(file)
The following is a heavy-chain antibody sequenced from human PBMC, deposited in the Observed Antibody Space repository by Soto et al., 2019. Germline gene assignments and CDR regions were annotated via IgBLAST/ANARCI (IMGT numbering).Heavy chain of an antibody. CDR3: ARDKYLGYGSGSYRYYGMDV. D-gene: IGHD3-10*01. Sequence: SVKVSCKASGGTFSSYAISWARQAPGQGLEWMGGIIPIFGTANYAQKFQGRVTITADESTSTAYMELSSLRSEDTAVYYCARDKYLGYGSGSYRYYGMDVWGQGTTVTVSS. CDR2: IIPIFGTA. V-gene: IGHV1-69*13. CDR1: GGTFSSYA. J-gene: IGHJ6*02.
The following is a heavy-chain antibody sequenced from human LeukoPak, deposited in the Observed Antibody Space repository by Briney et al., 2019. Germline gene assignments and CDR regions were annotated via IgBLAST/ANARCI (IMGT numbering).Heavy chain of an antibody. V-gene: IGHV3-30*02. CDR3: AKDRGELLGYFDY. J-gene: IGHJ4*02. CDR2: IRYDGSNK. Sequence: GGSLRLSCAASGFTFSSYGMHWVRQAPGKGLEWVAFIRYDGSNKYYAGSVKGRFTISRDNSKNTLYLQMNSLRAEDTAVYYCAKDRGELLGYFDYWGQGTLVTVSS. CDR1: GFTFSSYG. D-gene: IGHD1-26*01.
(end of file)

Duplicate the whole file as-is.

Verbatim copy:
The following is a heavy-chain antibody sequenced from human PBMC, deposited in the Observed Antibody Space repository by Soto et al., 2019. Germline gene assignments and CDR regions were annotated via IgBLAST/ANARCI (IMGT numbering).Heavy chain of an antibody. CDR3: ARDKYLGYGSGSYRYYGMDV. D-gene: IGHD3-10*01. Sequence: SVKVSCKASGGTFSSYAISWARQAPGQGLEWMGGIIPIFGTANYAQKFQGRVTITADESTSTAYMELSSLRSEDTAVYYCARDKYLGYGSGSYRYYGMDVWGQGTTVTVSS. CDR2: IIPIFGTA. V-gene: IGHV1-69*13. CDR1: GGTFSSYA. J-gene: IGHJ6*02.
The following is a heavy-chain antibody sequenced from human LeukoPak, deposited in the Observed Antibody Space repository by Briney et al., 2019. Germline gene assignments and CDR regions were annotated via IgBLAST/ANARCI (IMGT numbering).Heavy chain of an antibody. V-gene: IGHV3-30*02. CDR3: AKDRGELLGYFDY. J-gene: IGHJ4*02. CDR2: IRYDGSNK. Sequence: GGSLRLSCAASGFTFSSYGMHWVRQAPGKGLEWVAFIRYDGSNKYYAGSVKGRFTISRDNSKNTLYLQMNSLRAEDTAVYYCAKDRGELLGYFDYWGQGTLVTVSS. CDR1: GFTFSSYG. D-gene: IGHD1-26*01.